org.quietmodem.Quiet allows you to pass data through the speakers on your Android device. This library can operate either as a raw frame layer or as a UDP/TCP stack.
This package contains prebuilt library files for libquiet and quiet-lwip as well as their dependencies. On top of that, it adds Java bindings which closely mimic the familiar interfaces from the java.net.* package.
This package is provided under the 3-clause BSD license. The licenses of its dependencies are also included and are licensed under a mix of BSD and MIT.
Quiet comes with support for armeabi-v7a, arm64-v8a, x86, and x86_64. It requires Android API 14 for 32-bit mode and API 21 for 64-bit mode. It requires only the
For testing purposes, Genymotion is highly recommended over the default emulator. Genymotion provides access to the microphone while the default Android Studio one does not and will throw an exception when Quiet attempts to use the microphone.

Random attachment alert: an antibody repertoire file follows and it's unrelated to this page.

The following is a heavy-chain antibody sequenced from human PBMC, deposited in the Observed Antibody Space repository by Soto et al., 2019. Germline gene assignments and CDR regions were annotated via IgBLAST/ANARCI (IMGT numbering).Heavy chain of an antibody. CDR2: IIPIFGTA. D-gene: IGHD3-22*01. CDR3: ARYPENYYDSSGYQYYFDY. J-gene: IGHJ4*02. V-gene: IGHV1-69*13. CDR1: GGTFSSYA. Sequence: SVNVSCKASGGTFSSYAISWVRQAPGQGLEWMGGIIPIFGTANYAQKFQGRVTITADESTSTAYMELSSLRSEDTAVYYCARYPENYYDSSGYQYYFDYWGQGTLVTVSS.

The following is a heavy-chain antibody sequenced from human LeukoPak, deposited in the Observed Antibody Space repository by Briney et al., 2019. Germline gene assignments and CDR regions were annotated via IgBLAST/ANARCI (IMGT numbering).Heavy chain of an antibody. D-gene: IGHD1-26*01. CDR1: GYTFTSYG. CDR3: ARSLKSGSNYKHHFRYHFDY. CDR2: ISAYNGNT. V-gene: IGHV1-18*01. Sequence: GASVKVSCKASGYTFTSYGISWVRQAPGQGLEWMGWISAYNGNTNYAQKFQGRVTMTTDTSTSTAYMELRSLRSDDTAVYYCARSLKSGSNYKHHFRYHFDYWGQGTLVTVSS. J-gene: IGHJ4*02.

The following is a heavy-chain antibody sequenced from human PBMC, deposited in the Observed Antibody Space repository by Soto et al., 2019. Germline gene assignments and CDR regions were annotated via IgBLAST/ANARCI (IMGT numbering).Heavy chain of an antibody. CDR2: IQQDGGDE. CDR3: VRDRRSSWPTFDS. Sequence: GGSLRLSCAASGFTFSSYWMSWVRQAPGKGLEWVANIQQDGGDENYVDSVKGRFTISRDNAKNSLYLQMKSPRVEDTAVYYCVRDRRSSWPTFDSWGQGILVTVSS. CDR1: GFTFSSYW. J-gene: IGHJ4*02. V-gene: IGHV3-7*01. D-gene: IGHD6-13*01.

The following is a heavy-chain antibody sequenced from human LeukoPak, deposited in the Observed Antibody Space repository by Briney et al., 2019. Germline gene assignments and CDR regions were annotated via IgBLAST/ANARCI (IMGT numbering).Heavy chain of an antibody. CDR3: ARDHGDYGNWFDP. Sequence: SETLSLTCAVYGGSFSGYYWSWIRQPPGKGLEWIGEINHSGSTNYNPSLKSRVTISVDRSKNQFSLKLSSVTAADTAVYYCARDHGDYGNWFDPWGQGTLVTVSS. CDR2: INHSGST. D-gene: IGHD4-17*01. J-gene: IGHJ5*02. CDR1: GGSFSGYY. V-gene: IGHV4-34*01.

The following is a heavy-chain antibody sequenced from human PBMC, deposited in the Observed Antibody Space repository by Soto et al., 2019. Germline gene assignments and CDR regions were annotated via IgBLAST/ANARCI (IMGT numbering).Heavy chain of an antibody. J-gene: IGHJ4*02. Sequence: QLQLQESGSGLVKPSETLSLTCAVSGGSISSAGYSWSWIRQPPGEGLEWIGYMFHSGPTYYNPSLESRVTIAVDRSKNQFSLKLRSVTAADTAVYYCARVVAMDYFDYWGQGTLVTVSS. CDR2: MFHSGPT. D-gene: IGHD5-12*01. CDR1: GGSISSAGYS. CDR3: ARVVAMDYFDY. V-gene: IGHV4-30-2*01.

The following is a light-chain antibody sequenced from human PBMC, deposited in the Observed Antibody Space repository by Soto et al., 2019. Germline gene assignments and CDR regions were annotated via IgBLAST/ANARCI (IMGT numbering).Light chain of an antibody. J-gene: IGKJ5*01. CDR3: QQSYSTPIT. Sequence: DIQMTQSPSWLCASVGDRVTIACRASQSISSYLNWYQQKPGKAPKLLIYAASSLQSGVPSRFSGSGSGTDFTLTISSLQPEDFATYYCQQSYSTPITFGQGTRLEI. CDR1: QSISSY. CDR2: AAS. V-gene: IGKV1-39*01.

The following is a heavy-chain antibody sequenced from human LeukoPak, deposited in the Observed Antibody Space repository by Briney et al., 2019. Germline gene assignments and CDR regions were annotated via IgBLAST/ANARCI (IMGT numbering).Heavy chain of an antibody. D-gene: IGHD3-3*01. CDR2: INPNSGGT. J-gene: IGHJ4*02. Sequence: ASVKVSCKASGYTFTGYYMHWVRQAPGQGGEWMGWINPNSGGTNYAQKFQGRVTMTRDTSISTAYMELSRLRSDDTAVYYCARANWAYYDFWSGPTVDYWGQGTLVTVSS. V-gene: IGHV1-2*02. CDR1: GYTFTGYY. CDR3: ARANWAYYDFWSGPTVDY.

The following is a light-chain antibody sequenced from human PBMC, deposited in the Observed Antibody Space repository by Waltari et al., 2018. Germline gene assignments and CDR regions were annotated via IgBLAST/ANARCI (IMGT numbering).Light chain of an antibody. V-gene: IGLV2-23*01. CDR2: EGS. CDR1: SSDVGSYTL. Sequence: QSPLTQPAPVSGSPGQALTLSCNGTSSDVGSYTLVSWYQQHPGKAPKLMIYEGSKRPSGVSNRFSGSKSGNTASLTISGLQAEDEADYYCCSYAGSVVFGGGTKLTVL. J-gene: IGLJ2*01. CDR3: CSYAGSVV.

If you are old enough, you may remember using dial-up modems to connect to the internet. In a sense, this package brings that back. While it’s true that this is somewhat of a retro approach, consider the advantages of using sound.
- Highly cross-platform. Any device with speakers and a microphone and sufficient computational power can use this medium to communicate.
- No pairing. Unlike Bluetooth, sound can be used instantly without the need to pair devices. This reduces the friction and improves the user experience.
- Embeddable content. Similar to a QR code, short packets of data can be encoded into streaming or recorded audio and can then be later decoded by this package.